Commentary

The U.S. Offer to Israel: An Act of Desperation or Audacity?

Middle East In Focus

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Faced with the prospects of a yet another failed Israeli-Palestinian peace process, the Obama administration indicated last week that it was willing to provide a number of incentives to the Israeli government in return for a 90 day freeze in new settlement constructions. There are disagreements however on what exactly has been promised and why the US would make such a move.

According to an article published in Al-Jazeera, the US offer includes “a US commitment to block any Palestinian-led effort to win unilateral UN recognition of a Palestinian state; US obstruction of efforts either to revive the Goldstone Report at the UN, or to seek formal UN condemnation of Israel for the deadly Mavi Marmara incident; an ongoing US commitment to defeat any UN resolutions aimed at raising Israel's unacknowledged nuclear weapons programme before the International Atomic Energy Agency (IAEA); vigorous US diplomatic efforts to counter all attempts to "delegitimise" Israel in various world fora; and, most importantly, increasing efforts to further ratchet international sanctions on both Iran and Syria concerning their respective nuclear and proliferation efforts.”

Others, especially among Israeli analysts and politicians, have expressed skepticism that the US offer and intentions are genuine. In an article written for the Yedioth Ahronoth, Yoram Ettinger suggests that “White House promises, guarantees and commitments by US presidents are evasive and illusive and… precedents of US commitments raise doubts.” In addition, the Israeli should hold out since “an American president is not omnipotent, and Congress has the capabilities to enhance US-Israel cooperation” and tilt the balance even further in the favor of the latter.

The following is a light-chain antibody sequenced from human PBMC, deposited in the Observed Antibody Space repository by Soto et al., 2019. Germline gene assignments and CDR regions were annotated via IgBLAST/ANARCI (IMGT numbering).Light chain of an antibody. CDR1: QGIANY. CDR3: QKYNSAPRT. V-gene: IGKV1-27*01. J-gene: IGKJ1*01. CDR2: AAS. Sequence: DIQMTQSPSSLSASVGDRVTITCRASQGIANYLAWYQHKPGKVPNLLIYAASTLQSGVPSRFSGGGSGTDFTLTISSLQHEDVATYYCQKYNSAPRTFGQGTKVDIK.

Some suspect that the US officials might be hiding something from their Israeli counterparts. Commenting for the Jewish Week, one Israeli lobbyist suggested that “this seems so ridiculous on the surface that there almost has to be something else behind it. I don’t think anybody in the administration is naive enough to believe that getting everybody back to the table is going to produce real progress unless they have some game changer waiting in the wings. It may be that implicit in this offer is the threat to stop doing the things they’ve promised — like taking more aggressive action against Palestinian efforts at the UN — if Israel doesn’t go along with their plans.”

Yet others believe that should the Israeli Prime Minister, Benjamin Netanyahu agree to the deal, he would be doing the right thing for all the wrong reasons, and in the process sell out any leverage that Israel had in exchange for financial incentives. Yossi Sarid wonders whether in fact it would not “have been better for Netanyahu to have agreed to the freeze and ask nothing in return? He could have then returned from America and announced: I have agreed to the freeze because that is what we need now and is also the way to show gratitude to a country that has withheld nothing from us. If he had done so, even his friends and rivals would have respected him. But if he had done so, he wouldn't be Netanyahu.” In yet another op-ed, Asaf Gefen is even more critical of the Prime Minister writing that “this past week we realized that if we fail to achieve peace through our brains, it shall arrive through the wallet.”